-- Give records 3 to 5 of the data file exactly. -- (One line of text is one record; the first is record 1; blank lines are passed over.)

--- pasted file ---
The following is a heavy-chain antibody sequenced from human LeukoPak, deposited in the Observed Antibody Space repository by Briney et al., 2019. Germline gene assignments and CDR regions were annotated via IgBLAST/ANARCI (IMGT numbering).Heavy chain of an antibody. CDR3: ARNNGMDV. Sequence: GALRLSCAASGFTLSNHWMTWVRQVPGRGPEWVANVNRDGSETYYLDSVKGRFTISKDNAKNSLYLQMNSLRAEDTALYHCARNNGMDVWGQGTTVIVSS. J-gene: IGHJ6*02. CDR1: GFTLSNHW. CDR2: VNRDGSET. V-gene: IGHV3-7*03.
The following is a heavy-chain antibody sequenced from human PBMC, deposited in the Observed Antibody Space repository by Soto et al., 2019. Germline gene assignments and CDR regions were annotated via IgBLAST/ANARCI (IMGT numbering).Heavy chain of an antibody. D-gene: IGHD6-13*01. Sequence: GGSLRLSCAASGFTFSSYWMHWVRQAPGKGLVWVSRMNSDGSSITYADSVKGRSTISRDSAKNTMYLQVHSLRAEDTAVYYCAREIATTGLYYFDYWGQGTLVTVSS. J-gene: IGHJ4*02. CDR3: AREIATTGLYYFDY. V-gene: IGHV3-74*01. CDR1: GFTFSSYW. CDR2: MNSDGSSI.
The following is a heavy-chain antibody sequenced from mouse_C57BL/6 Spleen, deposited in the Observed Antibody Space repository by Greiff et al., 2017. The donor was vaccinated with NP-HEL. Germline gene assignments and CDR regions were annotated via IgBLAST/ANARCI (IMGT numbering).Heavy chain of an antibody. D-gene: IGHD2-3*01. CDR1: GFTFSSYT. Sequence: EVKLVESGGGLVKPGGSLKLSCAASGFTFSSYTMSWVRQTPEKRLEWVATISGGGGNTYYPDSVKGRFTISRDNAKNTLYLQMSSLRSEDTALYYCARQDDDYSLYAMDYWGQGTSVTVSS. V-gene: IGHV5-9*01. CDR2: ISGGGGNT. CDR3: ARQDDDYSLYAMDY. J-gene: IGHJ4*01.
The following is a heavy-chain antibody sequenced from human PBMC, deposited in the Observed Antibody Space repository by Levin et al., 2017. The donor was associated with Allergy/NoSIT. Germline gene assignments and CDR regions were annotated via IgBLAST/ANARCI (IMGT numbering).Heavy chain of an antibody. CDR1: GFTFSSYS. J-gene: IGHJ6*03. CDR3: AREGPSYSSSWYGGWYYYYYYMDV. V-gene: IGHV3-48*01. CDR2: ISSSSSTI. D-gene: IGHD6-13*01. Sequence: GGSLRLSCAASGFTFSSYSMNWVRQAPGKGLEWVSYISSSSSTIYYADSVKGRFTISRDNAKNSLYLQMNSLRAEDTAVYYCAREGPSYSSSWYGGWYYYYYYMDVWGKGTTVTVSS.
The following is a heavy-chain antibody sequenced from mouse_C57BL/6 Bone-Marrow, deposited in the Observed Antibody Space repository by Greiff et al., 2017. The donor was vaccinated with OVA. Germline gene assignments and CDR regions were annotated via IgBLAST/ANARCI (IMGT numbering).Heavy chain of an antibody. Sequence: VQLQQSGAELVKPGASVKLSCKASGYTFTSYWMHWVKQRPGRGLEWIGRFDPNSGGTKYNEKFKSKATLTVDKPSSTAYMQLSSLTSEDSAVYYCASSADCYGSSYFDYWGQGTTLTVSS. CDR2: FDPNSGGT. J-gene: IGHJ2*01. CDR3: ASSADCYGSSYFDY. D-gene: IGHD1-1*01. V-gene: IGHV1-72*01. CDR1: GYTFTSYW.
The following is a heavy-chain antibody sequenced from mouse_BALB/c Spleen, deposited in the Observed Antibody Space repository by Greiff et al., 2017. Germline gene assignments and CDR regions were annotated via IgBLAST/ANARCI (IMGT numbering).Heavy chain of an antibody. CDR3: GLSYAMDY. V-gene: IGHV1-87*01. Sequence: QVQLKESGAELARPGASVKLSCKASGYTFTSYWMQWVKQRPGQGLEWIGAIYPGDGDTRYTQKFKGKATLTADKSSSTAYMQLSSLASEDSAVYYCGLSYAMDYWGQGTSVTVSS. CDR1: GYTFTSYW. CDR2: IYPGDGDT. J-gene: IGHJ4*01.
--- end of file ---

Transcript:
The following is a heavy-chain antibody sequenced from mouse_C57BL/6 Spleen, deposited in the Observed Antibody Space repository by Greiff et al., 2017. The donor was vaccinated with NP-HEL. Germline gene assignments and CDR regions were annotated via IgBLAST/ANARCI (IMGT numbering).Heavy chain of an antibody. D-gene: IGHD2-3*01. CDR1: GFTFSSYT. Sequence: EVKLVESGGGLVKPGGSLKLSCAASGFTFSSYTMSWVRQTPEKRLEWVATISGGGGNTYYPDSVKGRFTISRDNAKNTLYLQMSSLRSEDTALYYCARQDDDYSLYAMDYWGQGTSVTVSS. V-gene: IGHV5-9*01. CDR2: ISGGGGNT. CDR3: ARQDDDYSLYAMDY. J-gene: IGHJ4*01.
The following is a heavy-chain antibody sequenced from human PBMC, deposited in the Observed Antibody Space repository by Levin et al., 2017. The donor was associated with Allergy/NoSIT. Germline gene assignments and CDR regions were annotated via IgBLAST/ANARCI (IMGT numbering).Heavy chain of an antibody. CDR1: GFTFSSYS. J-gene: IGHJ6*03. CDR3: AREGPSYSSSWYGGWYYYYYYMDV. V-gene: IGHV3-48*01. CDR2: ISSSSSTI. D-gene: IGHD6-13*01. Sequence: GGSLRLSCAASGFTFSSYSMNWVRQAPGKGLEWVSYISSSSSTIYYADSVKGRFTISRDNAKNSLYLQMNSLRAEDTAVYYCAREGPSYSSSWYGGWYYYYYYMDVWGKGTTVTVSS.
The following is a heavy-chain antibody sequenced from mouse_C57BL/6 Bone-Marrow, deposited in the Observed Antibody Space repository by Greiff et al., 2017. The donor was vaccinated with OVA. Germline gene assignments and CDR regions were annotated via IgBLAST/ANARCI (IMGT numbering).Heavy chain of an antibody. Sequence: VQLQQSGAELVKPGASVKLSCKASGYTFTSYWMHWVKQRPGRGLEWIGRFDPNSGGTKYNEKFKSKATLTVDKPSSTAYMQLSSLTSEDSAVYYCASSADCYGSSYFDYWGQGTTLTVSS. CDR2: FDPNSGGT. J-gene: IGHJ2*01. CDR3: ASSADCYGSSYFDY. D-gene: IGHD1-1*01. V-gene: IGHV1-72*01. CDR1: GYTFTSYW.